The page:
STAT CHECK — Top 20 PAAC in the NBA

This week I debuted a new stat, PAAC.   PAAC represents points above average created by an individual player over a game.   More detailed, each players performance on a scoring opportunity (FGA or trip to the FT line) is compared to the league average scoring opportunity (FGA or trip to the FT line).  Over the course of a game the player get his PAAC value.

Here are the top 20 PAAC players in the NBA

top 20 paac 3-5

 

 

STAT CHECK — An introduction of PAAC

My fundamental belief in evaluating the game of basketball is to narrow it down to the efficiency of a single possession.  The value of players should be based on how they impact each of those possessions.   Defensively this is very difficult.  Offensively, I believe this takes a huge stride in showing the value of a player inside of a game.

I have created Players Points Above Average Created (PAAC).   PAAC (this stat needs a new acronym)   shows what players have the largest offensive impact on every game.    PAAC evaluates how each player uses a scoring opportunity (FGA or trip to the free throw line) in comparison to the average in the NBA.  Therefore, by the end of a game PAAC shows how many points his team has gained or lost compared to an average player in the NBA using those scoring opportunities.

Kevin Durant leads the NBA at 3.9 PAAC (pts per game above average).  Steph Curry (3.5) and James Harden (3.3) are next.    If a team increases their offensive efficiency (pts per 100 possessions) by one point over the course of a season it translates to roughly 2.7 wins.

Last year, Kevin Durant and LeBron James had historic offensive seasons.  Durant lead the NBA with a PAAC of 4.8 and LeBron James was a 4.5.   The next closest was James Harden at 3.2 PAAC.

Lance Stephenson does the most damage to his team leaving the Hornets -2.9 pts below league average in his scoring opportunities each night.   Michael Carter Williams and Kobe Bryant (-2.7) have the next highest negative impact on their team.

Last year, the 3 players with the worst impact on their team, who played at least 40 games were Josh Smith -2.7 PAAC, Michael Carter Williams -2.1 and Trey Burke -1.8.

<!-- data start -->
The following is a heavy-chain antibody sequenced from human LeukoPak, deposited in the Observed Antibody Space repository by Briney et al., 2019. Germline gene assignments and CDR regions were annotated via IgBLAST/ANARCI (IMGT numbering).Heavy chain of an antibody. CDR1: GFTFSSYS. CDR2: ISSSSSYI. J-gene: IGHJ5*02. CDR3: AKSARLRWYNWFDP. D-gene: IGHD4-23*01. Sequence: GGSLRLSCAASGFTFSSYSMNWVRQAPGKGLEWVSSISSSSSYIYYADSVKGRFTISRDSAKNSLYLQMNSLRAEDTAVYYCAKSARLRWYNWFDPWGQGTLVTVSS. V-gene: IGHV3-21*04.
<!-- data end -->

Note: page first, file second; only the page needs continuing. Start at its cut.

Fundamentally, if a player is scoring 23 points a game but using an excessive amount of scoring opportunities he is not helping his team win even if he is scoring 23 points a game.   On the flip side it is possible the player using just 10 scoring points a game is doing it with such an amazing efficiency that he is putting the team further above the average than players who score at a higher volume.

The most interesting finding with PAAC is the value of dunkers and 3 point shooters.  Dallas is +2.6 above the league average on the few scoring opportunities used by Tyson Chandler. Chandler ranks the 6th best PAC in the NBA.   Despite only using 7.5 scoring opportunities a night Tyson Chandler has the 6th biggest positive impact of an offensive player.   Other dunkers, DeAndre Jordan is 8th, Hassan Whiteside is 11th and Brandan Wright is 14th.

Kyle Korver only uses 9 scoring opportunities a night, but is the 4th highest impact player in the NBA.   Korver is +3.1 pts per game above average on his scoring opportunities.   Only Durant, Curry and Harden move their team further above average on a nightly basis.   Other high volume three point shooters are also on the top of the list, JJ Redick is 10th and Wesley Matthews is 17thin PAAC.

TOP 10 PAAC

Durant 3.9 PAAC

Curry 3.5

Harden 3.3

Korver 3.1

Anthony Davis 2.7

Tyson Chandler 2.6

Klay Thompson 2.2

DeAndre Jordan 2.0

LeBron James 1.9

J.J. Redick 1.8

 

STAT CHECK – Value of Corner 3 and 3 overall

 

Jazz offense getting corner 3′s – 37 of the last 84 from corner 3 in last 10 games. 8.4 atts 2nd in NBA over last 10

 

Top 6 teams (20%) with more overall 3 pointers made than opponents have combined winning percentage of 67%. Bottom 6 is 40

Top 6 teams (20%) with more corner 3 MAKES than opponents this season have combined win percentage of 67% and bottom 6 is 26%

Top 6 teams (20%) that have TAKEN FEWEST mid range shots cvompareto opponents have combined win percentage of 54%